What is claimed:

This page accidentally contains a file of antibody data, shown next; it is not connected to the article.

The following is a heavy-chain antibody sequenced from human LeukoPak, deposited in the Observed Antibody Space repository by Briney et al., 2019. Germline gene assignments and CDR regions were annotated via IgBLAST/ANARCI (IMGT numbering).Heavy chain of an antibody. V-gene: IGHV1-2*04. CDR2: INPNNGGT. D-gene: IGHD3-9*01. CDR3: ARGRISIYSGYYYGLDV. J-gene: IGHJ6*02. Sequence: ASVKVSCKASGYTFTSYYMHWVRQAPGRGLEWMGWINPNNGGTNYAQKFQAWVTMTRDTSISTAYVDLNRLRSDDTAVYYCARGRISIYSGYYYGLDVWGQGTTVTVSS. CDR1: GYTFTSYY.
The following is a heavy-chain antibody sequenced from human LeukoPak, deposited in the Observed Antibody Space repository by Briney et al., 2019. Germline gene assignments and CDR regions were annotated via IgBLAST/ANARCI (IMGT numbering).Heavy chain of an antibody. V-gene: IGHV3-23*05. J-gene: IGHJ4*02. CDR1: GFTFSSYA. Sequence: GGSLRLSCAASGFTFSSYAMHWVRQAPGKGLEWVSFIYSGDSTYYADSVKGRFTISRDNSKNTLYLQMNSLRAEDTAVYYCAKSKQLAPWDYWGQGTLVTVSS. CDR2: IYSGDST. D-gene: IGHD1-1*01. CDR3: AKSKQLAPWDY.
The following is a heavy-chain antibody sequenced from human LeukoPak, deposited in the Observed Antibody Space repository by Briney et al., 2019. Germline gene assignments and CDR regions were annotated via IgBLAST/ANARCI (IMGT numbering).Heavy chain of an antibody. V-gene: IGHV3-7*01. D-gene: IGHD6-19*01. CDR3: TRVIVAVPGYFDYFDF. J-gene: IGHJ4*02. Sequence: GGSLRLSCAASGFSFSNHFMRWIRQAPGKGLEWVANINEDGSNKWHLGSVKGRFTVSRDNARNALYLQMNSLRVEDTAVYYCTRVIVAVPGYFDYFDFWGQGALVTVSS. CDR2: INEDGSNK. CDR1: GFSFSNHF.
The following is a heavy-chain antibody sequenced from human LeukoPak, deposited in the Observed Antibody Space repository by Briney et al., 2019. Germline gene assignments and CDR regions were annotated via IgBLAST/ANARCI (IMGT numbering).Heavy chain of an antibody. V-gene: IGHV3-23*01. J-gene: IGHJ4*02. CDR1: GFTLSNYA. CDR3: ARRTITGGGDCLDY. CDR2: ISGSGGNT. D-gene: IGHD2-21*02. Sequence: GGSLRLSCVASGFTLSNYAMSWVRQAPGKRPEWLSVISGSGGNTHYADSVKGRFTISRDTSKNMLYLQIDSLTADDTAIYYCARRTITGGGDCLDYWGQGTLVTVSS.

1. A method for the separation of first and second immiscible fluids in which the second fluid is a separable homogeneous combination of a plurality of fluids comprising: introducing and flowing a mixture of said first and second immiscible fluids through a separation zone having a larger cross-sectional area than the cross-sectional area of said mixture at the point of its introduction into said separation zone, restricting the direction of flow of said mixture during its introduction into said separation zone to maintain the same general relative transverse distribution of components in said mixture in said separation zone as in the fluid mixture just prior to introduction into the separation zone, maintaining said general relative transverse distribution of components in said mixture while flowing said mixture through said separation zone, regu- 1ating the flow rate through said separation zone to a rate fast enough to create turbulence and non-laminar flow through said separation zone of a magnitude suflicient to maintain the homogeneous condition of said second fluid but insuflicient to prevent gravitational separation of the first and second fluids, retaining said first and second fluids in the separation zone for a time necessary for gravity to separate said first and second fluids, removing separated portions of said first and second fluids, and recycling at least a portion of at least one of said first and second fluids through said separation zone at a predetermined rate for creating a preselected amount of turbulence in said separation zone.